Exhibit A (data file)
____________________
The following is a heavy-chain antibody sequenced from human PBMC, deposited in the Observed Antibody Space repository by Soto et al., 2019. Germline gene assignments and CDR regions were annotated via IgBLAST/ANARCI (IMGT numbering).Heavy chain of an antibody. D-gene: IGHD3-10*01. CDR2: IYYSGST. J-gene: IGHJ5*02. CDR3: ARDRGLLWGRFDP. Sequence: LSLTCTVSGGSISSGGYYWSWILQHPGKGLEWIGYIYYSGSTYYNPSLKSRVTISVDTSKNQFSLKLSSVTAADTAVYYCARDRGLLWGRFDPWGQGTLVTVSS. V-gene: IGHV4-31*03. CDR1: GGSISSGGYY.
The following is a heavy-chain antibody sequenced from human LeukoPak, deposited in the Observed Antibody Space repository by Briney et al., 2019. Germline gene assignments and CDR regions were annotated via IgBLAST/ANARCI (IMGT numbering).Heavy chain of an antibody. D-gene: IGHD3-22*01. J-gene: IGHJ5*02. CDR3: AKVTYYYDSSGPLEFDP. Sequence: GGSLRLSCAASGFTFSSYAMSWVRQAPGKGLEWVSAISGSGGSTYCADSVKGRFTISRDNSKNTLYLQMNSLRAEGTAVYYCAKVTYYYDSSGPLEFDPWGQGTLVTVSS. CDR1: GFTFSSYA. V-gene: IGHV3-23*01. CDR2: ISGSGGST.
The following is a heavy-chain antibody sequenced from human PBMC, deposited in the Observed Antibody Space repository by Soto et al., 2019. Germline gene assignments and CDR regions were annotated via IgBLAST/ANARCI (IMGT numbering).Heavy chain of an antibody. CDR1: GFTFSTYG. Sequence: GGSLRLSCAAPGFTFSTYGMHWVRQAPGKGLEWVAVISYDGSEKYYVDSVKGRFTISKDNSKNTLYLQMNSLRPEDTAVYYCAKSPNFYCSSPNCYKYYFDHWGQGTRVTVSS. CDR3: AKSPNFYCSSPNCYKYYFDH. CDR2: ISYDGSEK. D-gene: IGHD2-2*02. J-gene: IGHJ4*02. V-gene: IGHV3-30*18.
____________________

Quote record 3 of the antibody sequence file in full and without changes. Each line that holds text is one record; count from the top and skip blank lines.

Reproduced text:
The following is a heavy-chain antibody sequenced from human PBMC, deposited in the Observed Antibody Space repository by Soto et al., 2019. Germline gene assignments and CDR regions were annotated via IgBLAST/ANARCI (IMGT numbering).Heavy chain of an antibody. CDR1: GFTFSTYG. Sequence: GGSLRLSCAAPGFTFSTYGMHWVRQAPGKGLEWVAVISYDGSEKYYVDSVKGRFTISKDNSKNTLYLQMNSLRPEDTAVYYCAKSPNFYCSSPNCYKYYFDHWGQGTRVTVSS. CDR3: AKSPNFYCSSPNCYKYYFDH. CDR2: ISYDGSEK. D-gene: IGHD2-2*02. J-gene: IGHJ4*02. V-gene: IGHV3-30*18.